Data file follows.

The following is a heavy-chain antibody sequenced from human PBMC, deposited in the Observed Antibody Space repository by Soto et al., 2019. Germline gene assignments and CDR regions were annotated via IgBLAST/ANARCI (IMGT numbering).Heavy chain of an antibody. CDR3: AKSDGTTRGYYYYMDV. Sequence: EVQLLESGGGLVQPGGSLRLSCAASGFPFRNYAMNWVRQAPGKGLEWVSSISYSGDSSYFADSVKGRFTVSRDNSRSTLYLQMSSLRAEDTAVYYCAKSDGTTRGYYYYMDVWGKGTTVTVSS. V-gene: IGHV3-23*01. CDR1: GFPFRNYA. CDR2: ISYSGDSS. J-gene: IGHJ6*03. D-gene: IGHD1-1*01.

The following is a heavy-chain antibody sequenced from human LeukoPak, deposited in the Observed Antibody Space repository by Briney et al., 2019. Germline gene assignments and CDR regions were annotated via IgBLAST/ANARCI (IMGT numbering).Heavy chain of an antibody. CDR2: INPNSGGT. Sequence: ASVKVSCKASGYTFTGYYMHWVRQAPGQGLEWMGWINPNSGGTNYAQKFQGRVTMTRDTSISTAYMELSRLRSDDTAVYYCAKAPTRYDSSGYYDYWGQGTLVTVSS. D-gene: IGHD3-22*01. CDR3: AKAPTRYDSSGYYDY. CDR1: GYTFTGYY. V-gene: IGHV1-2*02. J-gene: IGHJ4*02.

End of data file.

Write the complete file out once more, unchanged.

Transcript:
The following is a heavy-chain antibody sequenced from human PBMC, deposited in the Observed Antibody Space repository by Soto et al., 2019. Germline gene assignments and CDR regions were annotated via IgBLAST/ANARCI (IMGT numbering).Heavy chain of an antibody. CDR3: AKSDGTTRGYYYYMDV. Sequence: EVQLLESGGGLVQPGGSLRLSCAASGFPFRNYAMNWVRQAPGKGLEWVSSISYSGDSSYFADSVKGRFTVSRDNSRSTLYLQMSSLRAEDTAVYYCAKSDGTTRGYYYYMDVWGKGTTVTVSS. V-gene: IGHV3-23*01. CDR1: GFPFRNYA. CDR2: ISYSGDSS. J-gene: IGHJ6*03. D-gene: IGHD1-1*01.

The following is a heavy-chain antibody sequenced from human LeukoPak, deposited in the Observed Antibody Space repository by Briney et al., 2019. Germline gene assignments and CDR regions were annotated via IgBLAST/ANARCI (IMGT numbering).Heavy chain of an antibody. CDR2: INPNSGGT. Sequence: ASVKVSCKASGYTFTGYYMHWVRQAPGQGLEWMGWINPNSGGTNYAQKFQGRVTMTRDTSISTAYMELSRLRSDDTAVYYCAKAPTRYDSSGYYDYWGQGTLVTVSS. D-gene: IGHD3-22*01. CDR3: AKAPTRYDSSGYYDY. CDR1: GYTFTGYY. V-gene: IGHV1-2*02. J-gene: IGHJ4*02.